Rocket at 25: remember the 1990s?
As Rocket celebrates our 25th year, we’ve been looking back at some of the milestones that the company – and the technology world at large – has seen since we opened our doors. There has certainly been a lot of change since our first decade in business, so today we’d like to take a few minutes to look back at some of the “technologies of the future” that didn’t quite make it to the future. It’s not that these were bad products (some of them were actually pretty awesome), but in the technology industry timing is as important as innovation. So let’s jump into the Wayback Machine and set a course to the distant past…the 1990’s.
Apple Newton. If there was an Academy Award for being too far ahead of the curve, Apple’s Newton would have swept the ceremony. The Newton (which was the name of the platform, not the device) was revolutionary, but in the early 1990’s its handwriting-recognition feature was considered so bizarre that it merited an ironic mention on The Simpsons. Newton sort of faded away, but just a few years later the Palm Pilot took over the world with an almost identical interface. Only this time, no one was laughing.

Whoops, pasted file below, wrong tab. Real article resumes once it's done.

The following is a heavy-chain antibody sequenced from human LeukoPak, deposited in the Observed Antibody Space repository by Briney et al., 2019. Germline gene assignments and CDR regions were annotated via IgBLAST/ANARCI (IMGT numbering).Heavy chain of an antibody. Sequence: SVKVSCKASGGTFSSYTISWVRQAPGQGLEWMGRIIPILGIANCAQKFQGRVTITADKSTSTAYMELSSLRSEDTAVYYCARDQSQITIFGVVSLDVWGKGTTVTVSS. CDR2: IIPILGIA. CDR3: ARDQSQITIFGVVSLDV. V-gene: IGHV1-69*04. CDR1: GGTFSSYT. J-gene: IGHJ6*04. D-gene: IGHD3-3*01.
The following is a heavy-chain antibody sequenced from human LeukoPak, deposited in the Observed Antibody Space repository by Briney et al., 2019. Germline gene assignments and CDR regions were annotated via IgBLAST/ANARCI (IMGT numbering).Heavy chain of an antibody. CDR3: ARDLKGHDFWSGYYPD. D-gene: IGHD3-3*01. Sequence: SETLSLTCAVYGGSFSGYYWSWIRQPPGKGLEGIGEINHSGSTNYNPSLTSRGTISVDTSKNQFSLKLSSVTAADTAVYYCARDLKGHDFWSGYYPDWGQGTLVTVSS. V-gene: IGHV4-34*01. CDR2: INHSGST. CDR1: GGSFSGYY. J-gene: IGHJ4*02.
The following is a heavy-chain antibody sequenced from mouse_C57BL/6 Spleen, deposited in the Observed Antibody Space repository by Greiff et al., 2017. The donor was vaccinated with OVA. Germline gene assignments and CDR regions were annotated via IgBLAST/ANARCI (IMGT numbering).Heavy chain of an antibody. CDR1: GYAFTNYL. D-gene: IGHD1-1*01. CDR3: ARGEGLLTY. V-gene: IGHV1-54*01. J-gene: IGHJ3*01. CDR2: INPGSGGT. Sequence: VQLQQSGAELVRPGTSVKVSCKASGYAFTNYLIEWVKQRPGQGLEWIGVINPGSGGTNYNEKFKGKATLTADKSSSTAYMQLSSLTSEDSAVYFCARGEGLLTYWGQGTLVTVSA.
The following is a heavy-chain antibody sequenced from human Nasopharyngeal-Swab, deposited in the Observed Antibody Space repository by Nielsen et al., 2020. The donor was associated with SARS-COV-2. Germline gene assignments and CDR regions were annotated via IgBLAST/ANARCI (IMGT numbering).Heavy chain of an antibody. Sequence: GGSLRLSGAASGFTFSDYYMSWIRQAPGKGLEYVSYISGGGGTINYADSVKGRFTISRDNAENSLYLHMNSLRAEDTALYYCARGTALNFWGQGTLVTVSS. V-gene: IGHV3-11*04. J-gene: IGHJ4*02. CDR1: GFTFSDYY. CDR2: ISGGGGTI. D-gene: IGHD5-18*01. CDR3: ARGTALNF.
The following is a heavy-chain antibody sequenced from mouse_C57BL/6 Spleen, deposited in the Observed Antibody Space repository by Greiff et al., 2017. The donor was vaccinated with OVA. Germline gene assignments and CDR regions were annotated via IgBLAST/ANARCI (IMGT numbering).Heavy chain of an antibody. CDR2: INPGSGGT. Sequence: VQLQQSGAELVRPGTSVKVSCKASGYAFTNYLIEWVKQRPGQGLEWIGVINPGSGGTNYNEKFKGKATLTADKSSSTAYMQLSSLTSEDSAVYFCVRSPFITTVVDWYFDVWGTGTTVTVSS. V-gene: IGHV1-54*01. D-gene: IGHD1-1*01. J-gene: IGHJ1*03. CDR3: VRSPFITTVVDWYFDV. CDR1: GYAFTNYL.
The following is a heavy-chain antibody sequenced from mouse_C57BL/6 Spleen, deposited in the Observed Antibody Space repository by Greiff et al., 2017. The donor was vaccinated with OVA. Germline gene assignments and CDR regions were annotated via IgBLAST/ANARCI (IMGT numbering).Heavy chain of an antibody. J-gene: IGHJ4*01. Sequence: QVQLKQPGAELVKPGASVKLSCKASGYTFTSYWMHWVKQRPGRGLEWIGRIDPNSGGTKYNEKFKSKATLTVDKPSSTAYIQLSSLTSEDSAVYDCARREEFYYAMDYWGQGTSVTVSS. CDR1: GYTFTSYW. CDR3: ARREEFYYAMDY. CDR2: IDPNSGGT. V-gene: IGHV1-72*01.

Remember Prodigy? This BBS actually traced its roots back to the early 1980’s, but in 1994 it became the first dial-up service to allow access to the World Wide Web. Today that might seem quaint, but at the time it was revolutionary. Sadly, Prodigy Classic faded away by 1999 – allegedly because it wasn’t Y2K compliant – although the company managed to live on for several more years under new ownership.
Napoleon had his Waterloo, Julius Caesar had his buddy Brutus, and Circuit City had DIVX. If you don’t recall this alternative video-rental format, don’t worry: it only existed for a year and ended up costing the electronics company over $330 million in losses. DIVX may be the Ishtar of technology, but its attempt to introduce a new way of pricing content wasn’t a terrible idea. Unfortunately, it was quickly done in by consumer backlash and a lack of support from other companies in the video entertainment industry.
If the nineties opened with the promise of the Newton, they ended with the advent of the Blackberry. In today’s world of iPhones and Galaxies, it’s hard to believe that for over a decade all of us were completely addicted to our “crackberries.” These handheld devices let people easily check their email during dinner for the first time and ushered in the era of versatile smartphones. Canada’s greatest contribution to the world (other than Rush) was a once-in-a-lifetime phenomenon. If the iPhone was Keanu Reeves, the Blackberry went the way of Alex “Ted” Winter.